I think that this is my third JISC Enhancing e-Learning conference. During the first one I was definitely a lurker. By the second, I’d been involved in a MOOC (Plenk) and a couple of the streamed ALT-C events so I was more comfortable with the asynchronous forums and Elluminate and contributed more. (Though I haven’t had the nerve to press F2 yet.) In all cases, I was attending as an academic looking for ideas that I could use in my own practice: and there’s been a rich seam of good ideas to mine.
This year, I’m attending in a new capacity as chair of our e-Learning Committee (a body with no real power but a brief to explore Technology Enhanced and Distance Learning and advise the University Learning and Teaching Committee on matters of strategy). Not only do I have to try to fill the shoes of my formidable predecessor Dr David Gill, I suddenly find that all those HEA and JISC reports and briefings that I was dimly aware of before have suddenly become much more relevant and I have a need to become familiar with the literature and the e-learning community in short order.
If I may mix my metaphors, with the dark clouds of uncertainty of the new funding regime looming, my institution, like most of the others in the UK I expect, is suddenly aware that student experience is part of the HE garden that has been been allowed go wild. The research garden is blooming nicely, but there is Japanese knot weed in the vegetable patch and if the carrots go rotten, we might starve.
So it is with a different sensibility that I have engaged so far in the Pre-Conference Activities (excellent as they have been) and I’m looking forward to the conference proper. I am also here knowing that I’m entering a new role where I am an amateur amongst a community of professionals. It’ll be an interesting ride.
As is often the case, the immortal bards from Liverpool express my sentiments precisely
Help me if you can, I’m feeling down
And I do appreciate you being round.
Help me, get my feet back on the ground,
Won’t you please, please help me?
This is the first of a planned short series of screencasts that I am creating to help my colleagues at Swansea and further afield do more with Blackboard.
One thing we ask staff to do is provide a receipt for coursework submissions. But if the classes are large, this can be difficult to do. Blackboard has an assignment tool that can be used by students to upload electronic documents. If provides a receipt; can enforce submission deadlines; and the submissions can be graded and feedback provided all from the same interface.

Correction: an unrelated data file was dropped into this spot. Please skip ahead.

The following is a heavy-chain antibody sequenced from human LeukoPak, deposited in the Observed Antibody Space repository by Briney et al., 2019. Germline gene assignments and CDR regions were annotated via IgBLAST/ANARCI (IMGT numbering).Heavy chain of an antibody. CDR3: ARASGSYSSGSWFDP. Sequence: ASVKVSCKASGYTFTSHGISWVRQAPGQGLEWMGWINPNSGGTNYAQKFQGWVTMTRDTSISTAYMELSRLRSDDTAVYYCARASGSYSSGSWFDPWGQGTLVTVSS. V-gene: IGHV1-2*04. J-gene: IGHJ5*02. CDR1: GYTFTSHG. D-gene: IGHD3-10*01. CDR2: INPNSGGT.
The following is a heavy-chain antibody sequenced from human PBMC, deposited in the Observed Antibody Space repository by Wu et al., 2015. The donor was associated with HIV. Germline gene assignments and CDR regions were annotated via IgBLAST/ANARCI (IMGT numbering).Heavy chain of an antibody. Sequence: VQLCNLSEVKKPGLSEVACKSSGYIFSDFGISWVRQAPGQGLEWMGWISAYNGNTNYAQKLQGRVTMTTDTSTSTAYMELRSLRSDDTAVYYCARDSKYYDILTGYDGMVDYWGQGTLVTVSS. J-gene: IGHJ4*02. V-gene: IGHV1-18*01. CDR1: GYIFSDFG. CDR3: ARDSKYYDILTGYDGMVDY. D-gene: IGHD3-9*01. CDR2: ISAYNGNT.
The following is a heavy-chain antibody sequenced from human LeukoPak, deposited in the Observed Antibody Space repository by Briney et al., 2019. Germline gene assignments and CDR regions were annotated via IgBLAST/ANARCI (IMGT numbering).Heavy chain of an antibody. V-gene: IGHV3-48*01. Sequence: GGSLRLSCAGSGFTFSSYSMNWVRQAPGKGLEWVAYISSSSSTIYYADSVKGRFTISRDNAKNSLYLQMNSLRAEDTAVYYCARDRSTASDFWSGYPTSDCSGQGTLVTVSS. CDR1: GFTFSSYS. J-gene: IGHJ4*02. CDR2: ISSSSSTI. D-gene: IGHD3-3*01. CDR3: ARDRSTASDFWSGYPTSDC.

This video, which is best viewed at HD full screen, takes you through this process.
- Change name of Practice Course so that it will stand out later
- Add test student user so you can see what the student sees.
Add assignment to assignments page
Put text into the assignment field. I explain that your instructions need to be clear and suggest the following:
- The submission instructions should including clear information about what the students should upload, the file naming convention you want them to use, and the file types you expect.
- If you want them to enter any information along with the submission, you should specify that too.
- If only one attempt is allowed, state that and specify clearly the submission deadline. A note about your arrangements for late submission is useful if it is allowed.
- It’s a good idea to state when they can expect to receive a grade and feedback. On submission, Blackboard has been set to send them an email acknowledging submission. It’s worth telling them to ensure that their email inbox is not full.
- It may also be useful to explain what they can expect to see when they submit, attempt to resubmit or visit the “My Grades” before the assessment is marked. I plan to make a video about this in the future and as more assignments are used, they’ll get used to the procedure.
I also explain the assignment settings (release date, submission date etc) and discuss some of the options and how I typically set them up.
Login as a student
Finally, using the demo student account that I set up in the setup, I show how a student will submit the assignment, what he/she sees and point out what Blackboard considers a receipt and the various ways that it can be accessed.
- Learning about Moodle with the help of a couple of books and a lynda.com training course (which is really rather good!)
- Watching the recordings of Moodle Moot UK 2011 on YouTube (tag mootuk11)
- Signing up for the 2011 JISC Innovating e-Learning online 2011 conference
- Thinking about Non-Barking Dogs
- Re-evaluating Ning (Elesig) and Cloudworks
And looking forward to migrating some of my Blackboard courses to Moodle.
I have also just downloaded an e-copy of Rethinking Learning for a Digital Age and will be reading it over coffee.
It’s that time of year again. I just signed up for the Innovating e-Learning 2011 : JISC online conference subtitled “Learning in Transition”. Is anyone I know going to be attending? If there’s anyone at Swansea Um shall we try to arrange a group viewing of one or more of the keynotes?